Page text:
Historical fiction is a topic that many people are talking about at the moment, especially during “The White Queen” series on the BBC. All of a sudden there is usually an explosion of arguments – is it accurate enough? Does the language reflect the times? Are they wearing the right clothes, eating the right food, fighting with the right swords?
As an author, it is always a difficult balance. If I'm honest, when writing historical fiction that is any earlier than the 1700s, the language is not exact – but that’s because to our modern day ears, the book would be completely incomprehensible!
“Palmeres for to seken straunge strondes, to ferne halwes, kowthe in sondry londes…”
How many people do you think would want to pick up a book full of language like that? Many readers don’t want to hear about digging cess pits, picking lice, or the pungent aroma of a butchers’ lane. Historical snobbery cannot have it both ways: historical fiction is either brutally accurate, or palatable for the modern reader.
I try to dance the line between the two. I'm currently finishing my Masters degree in Medieval Studies, so I know enough about my time period to fill it with interesting and unusual facts. But I’m also a writer at heart, and I want my reader to be able to dive in head first into the medieval world that I create – not be put off by words they don’t understand, or graphic descriptions. That’s the decision I’ve made, and I’ve found writing it such a rewarding experience.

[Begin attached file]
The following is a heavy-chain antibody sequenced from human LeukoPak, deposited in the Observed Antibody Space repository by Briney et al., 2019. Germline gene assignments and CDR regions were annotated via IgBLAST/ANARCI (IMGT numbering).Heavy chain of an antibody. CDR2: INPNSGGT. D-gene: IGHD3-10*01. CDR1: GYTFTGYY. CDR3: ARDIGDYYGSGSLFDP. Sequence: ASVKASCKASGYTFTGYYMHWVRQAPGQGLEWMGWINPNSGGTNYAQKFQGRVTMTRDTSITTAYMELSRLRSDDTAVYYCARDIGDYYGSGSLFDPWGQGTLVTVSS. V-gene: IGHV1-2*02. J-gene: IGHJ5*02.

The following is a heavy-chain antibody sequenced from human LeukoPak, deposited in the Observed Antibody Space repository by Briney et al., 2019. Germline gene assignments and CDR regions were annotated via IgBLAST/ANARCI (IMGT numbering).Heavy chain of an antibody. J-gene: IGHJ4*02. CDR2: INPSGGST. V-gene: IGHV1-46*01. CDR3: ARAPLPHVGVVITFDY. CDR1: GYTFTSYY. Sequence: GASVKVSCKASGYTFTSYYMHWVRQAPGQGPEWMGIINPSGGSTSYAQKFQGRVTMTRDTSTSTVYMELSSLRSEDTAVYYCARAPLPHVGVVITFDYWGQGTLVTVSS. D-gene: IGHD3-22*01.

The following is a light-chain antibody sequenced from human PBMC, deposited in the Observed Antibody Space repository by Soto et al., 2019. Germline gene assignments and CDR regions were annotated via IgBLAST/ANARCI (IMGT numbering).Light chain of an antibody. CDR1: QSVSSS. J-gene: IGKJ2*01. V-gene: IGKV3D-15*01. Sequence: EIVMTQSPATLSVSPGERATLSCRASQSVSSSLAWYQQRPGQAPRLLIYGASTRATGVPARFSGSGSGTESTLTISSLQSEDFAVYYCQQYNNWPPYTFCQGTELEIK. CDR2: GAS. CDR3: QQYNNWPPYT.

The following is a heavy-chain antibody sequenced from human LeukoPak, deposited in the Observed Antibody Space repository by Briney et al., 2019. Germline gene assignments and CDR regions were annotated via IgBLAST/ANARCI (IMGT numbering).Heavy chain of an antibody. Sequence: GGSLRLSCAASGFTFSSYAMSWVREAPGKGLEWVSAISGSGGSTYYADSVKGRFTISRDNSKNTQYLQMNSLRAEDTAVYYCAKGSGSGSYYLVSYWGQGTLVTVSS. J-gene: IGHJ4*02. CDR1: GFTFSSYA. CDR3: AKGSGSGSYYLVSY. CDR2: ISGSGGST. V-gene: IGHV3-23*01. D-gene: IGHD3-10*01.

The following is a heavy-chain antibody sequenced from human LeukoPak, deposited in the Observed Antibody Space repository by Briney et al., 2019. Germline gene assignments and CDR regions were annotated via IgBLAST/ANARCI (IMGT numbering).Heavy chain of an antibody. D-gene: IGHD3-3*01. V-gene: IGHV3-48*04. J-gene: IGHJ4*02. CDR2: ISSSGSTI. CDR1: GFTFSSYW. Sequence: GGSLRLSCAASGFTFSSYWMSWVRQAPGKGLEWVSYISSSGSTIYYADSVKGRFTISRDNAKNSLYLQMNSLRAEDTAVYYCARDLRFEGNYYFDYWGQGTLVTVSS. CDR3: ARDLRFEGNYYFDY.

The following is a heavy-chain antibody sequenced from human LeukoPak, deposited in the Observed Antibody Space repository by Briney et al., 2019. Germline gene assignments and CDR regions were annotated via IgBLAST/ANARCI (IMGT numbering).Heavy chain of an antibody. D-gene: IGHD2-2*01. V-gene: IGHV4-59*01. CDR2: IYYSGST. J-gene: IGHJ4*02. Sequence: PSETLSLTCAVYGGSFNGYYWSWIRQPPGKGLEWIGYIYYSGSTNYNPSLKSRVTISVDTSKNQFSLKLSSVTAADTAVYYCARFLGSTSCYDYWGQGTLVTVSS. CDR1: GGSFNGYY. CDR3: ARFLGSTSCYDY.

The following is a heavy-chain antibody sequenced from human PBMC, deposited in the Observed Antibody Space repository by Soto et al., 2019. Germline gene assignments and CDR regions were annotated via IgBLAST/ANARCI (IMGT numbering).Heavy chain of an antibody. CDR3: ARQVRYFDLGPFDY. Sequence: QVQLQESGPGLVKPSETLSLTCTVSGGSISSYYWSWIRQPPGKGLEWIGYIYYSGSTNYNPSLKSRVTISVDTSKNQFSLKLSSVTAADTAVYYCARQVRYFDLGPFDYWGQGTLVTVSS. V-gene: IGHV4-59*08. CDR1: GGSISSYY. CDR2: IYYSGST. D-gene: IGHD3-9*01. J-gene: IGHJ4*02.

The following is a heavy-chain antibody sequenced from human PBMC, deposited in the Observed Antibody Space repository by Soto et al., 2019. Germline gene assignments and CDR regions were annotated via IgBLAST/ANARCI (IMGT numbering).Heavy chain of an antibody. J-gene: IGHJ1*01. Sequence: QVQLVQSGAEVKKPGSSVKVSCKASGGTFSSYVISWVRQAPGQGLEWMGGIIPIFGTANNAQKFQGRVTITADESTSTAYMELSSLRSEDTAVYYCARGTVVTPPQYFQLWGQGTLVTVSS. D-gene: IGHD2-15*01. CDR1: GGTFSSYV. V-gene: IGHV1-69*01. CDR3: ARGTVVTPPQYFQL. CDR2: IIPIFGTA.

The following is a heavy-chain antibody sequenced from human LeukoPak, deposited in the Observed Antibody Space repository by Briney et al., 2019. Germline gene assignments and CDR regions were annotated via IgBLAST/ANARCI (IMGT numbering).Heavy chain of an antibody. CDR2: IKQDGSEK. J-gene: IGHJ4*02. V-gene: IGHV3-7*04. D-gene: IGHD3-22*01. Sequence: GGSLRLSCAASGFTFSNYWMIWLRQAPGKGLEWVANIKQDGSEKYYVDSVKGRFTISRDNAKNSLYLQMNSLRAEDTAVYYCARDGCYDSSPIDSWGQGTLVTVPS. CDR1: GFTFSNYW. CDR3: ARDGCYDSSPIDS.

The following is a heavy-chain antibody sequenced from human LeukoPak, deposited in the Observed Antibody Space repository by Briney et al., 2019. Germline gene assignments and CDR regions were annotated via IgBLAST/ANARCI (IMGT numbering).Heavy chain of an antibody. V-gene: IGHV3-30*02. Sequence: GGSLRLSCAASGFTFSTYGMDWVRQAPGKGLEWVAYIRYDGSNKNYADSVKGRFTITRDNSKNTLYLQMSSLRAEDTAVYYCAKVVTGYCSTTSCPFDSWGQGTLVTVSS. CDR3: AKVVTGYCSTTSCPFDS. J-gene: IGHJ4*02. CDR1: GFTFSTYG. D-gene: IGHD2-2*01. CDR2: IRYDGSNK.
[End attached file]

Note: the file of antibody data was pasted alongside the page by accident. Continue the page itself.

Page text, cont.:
# # #
Conquests: Hearts Rule Kingdoms
England, 1069: The nation is still recovering from the Norman invasion three years earlier - and adjusting to life under its sometimes brutal new rulers. A young girl trembles in the shadows of what was once her home. Avis is homeless and penniless, and with no family left alive she is forced to become a ward of Richard, the Norman lord who has taken her home. But when King William decrees that Norman lords must marry Anglo-Saxon women Avis must make a terrible choice. Either marry the repulsive Richard or take a else chance on another Norman, Melville, a man she has never met.
Soon she realises that survival in a time of turmoil and war depends of putting aside the prejudices of the past. And if she can do so, kingdoms and hearts can still be among her 'Conquests'.
'Conquests' is a brilliantly researched and involving historical drama that is perfect for fans of Alison Weir and Philippa Gregory.
# # #
About The Author
Emily Murdoch is a medieval historian who has worked at the Bodleian Library in Oxford transcribing documents, and designing part of an exhibition for the Yorkshire Museum. She has a degree in History and English, and is finishing her Masters thesis. Emily is currently working on the sequel to “Conquests: Hearts Rule Kingdoms”, as well as working as a script advisor, researcher, copy writer, and conservation assistant.
Conquests: Hearts Rule Kingdoms is
and also on Goodreads